We have become so accustomed to the Nicene Creed and its definition, and with it, the homoousios, we tend to confuse the teaching with the word choice itself. Just as we find in the past some could, and did, use the word heretically, so some can do so today, which is why merely using it is not proof of theological orthodoxy. This is not to deny the value of technical words like homoousios, because if they are presented and explained properly, they offer great insight to the truths of the faith, but without such guidance, rote memorization of such terms does not guarantee orthodoxy, nor does denial of them mean someone is necessarily unorthodox (as the problem might lie in their interpretation of the word).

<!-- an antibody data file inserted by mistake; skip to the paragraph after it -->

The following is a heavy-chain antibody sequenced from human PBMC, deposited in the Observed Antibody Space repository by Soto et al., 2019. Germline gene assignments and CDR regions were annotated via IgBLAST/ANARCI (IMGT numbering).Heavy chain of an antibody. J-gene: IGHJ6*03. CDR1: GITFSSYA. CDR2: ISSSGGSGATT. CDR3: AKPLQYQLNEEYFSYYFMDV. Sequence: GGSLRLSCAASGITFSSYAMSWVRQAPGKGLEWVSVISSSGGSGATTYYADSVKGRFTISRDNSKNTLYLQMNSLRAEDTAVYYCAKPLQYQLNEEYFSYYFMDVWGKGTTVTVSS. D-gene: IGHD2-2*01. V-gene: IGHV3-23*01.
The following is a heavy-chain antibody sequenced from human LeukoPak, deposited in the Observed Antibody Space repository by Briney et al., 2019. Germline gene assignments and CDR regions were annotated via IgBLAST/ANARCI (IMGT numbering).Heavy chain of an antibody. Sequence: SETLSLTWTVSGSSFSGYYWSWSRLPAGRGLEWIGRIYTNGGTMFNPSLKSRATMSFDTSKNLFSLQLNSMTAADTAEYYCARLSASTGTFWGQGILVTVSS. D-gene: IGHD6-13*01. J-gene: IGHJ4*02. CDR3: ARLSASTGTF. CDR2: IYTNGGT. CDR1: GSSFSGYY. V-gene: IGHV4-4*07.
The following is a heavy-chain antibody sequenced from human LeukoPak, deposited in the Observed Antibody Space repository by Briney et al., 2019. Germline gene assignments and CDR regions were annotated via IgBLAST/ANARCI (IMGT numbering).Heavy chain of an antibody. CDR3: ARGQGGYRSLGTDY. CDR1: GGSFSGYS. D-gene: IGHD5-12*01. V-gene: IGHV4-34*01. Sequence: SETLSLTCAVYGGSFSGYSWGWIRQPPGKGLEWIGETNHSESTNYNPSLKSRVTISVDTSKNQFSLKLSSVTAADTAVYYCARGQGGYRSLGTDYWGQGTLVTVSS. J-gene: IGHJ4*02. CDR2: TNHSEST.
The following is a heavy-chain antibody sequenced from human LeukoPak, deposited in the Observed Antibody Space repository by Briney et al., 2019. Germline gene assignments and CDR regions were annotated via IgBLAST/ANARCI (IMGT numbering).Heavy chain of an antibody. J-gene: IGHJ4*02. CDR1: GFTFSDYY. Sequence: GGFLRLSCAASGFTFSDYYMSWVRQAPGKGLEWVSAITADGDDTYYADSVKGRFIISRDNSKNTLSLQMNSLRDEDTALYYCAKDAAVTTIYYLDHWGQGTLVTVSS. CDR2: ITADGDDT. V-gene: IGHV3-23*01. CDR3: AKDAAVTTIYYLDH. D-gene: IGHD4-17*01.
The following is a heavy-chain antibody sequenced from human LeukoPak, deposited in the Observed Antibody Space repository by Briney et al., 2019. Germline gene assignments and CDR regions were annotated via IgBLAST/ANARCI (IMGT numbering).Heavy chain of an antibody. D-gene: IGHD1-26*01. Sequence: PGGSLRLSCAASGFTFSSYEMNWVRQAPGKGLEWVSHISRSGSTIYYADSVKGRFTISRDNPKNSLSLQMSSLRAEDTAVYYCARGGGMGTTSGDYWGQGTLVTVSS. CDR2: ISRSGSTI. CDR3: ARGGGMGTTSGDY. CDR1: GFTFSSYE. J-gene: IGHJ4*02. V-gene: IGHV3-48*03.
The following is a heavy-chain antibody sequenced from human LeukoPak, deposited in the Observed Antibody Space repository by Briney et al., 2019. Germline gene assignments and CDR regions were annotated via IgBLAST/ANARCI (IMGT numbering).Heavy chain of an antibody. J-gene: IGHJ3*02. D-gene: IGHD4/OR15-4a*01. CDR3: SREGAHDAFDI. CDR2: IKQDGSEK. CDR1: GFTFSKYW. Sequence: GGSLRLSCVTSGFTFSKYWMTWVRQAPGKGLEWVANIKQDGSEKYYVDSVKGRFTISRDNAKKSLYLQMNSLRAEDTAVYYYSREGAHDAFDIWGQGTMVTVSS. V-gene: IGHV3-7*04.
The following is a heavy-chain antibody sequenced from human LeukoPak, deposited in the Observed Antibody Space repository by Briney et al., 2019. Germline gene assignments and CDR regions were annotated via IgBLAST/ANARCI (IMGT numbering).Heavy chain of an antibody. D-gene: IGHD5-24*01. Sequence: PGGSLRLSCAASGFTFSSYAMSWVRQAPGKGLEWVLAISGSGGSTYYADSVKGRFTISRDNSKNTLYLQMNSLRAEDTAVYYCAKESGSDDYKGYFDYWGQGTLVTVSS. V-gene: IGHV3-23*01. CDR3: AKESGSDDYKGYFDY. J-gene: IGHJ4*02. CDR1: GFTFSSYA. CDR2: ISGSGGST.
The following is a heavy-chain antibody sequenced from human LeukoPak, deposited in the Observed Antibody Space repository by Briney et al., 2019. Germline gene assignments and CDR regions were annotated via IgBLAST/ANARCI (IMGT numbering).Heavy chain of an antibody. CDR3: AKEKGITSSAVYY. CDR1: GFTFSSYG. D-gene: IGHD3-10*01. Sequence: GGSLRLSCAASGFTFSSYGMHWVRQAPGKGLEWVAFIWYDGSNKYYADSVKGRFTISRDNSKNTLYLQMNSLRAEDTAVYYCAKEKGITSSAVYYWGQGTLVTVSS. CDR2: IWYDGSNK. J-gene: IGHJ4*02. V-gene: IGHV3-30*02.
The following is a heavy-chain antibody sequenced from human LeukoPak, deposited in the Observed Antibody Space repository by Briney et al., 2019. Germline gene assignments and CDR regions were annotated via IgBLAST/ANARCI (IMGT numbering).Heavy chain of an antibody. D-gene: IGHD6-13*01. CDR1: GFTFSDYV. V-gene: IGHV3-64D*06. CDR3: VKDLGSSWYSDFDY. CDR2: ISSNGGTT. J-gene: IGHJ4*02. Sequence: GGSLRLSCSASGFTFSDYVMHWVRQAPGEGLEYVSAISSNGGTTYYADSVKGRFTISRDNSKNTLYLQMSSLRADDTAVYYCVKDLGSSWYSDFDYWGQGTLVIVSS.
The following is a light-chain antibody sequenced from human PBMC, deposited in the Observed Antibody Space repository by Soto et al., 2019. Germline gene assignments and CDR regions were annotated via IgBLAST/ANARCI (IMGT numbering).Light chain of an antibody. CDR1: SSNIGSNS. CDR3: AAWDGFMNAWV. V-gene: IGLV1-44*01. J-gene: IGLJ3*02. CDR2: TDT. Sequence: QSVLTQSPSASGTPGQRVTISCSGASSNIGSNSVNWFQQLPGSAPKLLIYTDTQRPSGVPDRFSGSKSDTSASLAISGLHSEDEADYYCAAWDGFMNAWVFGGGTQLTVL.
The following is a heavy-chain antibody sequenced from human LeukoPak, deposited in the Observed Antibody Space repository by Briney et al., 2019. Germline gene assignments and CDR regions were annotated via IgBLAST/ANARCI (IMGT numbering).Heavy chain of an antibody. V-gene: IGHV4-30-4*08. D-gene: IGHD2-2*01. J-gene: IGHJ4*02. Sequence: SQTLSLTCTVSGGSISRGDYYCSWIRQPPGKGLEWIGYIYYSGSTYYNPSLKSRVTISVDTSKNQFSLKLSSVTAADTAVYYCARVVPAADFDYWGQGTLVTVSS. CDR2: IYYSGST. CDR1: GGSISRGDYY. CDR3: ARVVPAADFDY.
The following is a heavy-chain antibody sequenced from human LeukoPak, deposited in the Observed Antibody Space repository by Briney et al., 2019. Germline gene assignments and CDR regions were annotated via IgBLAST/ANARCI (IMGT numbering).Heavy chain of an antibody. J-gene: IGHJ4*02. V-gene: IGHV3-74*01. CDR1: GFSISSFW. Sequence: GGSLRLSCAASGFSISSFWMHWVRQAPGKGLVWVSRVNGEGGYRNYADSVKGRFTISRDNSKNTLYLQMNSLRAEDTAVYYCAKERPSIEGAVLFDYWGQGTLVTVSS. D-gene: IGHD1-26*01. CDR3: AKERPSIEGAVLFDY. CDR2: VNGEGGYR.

[1] St. Basil the Great, “Letter 361 to Apollinaris in St. Basil: Letters Volume 2 (186-368). Trans. Sister Agnes Clare Way, CDP (New York: Fathers of the Church, Inc., 1955), 338.

[2] St. Basil the Great, “Letter 9 To The Philosopher Maximus” in St. Basil: Letters Volume 1 (1-185). Trans. Sister Agnes Clare Way, CDP (New York: Fathers of the Church, Inc., 1951), 42.

[3] St. Basil the Great, “Letter 9 To The Philosopher Maximus,” 42-3

[4] St. Athanasius, De Synodis in NPNF2(4):472.

[5] St. Hilary of Poitiers, On the Trinity. Trans. Stephen McKenna (New York: Fathers of the Church, Inc., 1954), 36.

[6] St. Hilary of Poitiers, On the Trinity, 36-7.

[7] St. Hilary of Poitiers, On The Councils in NPNF2(9):28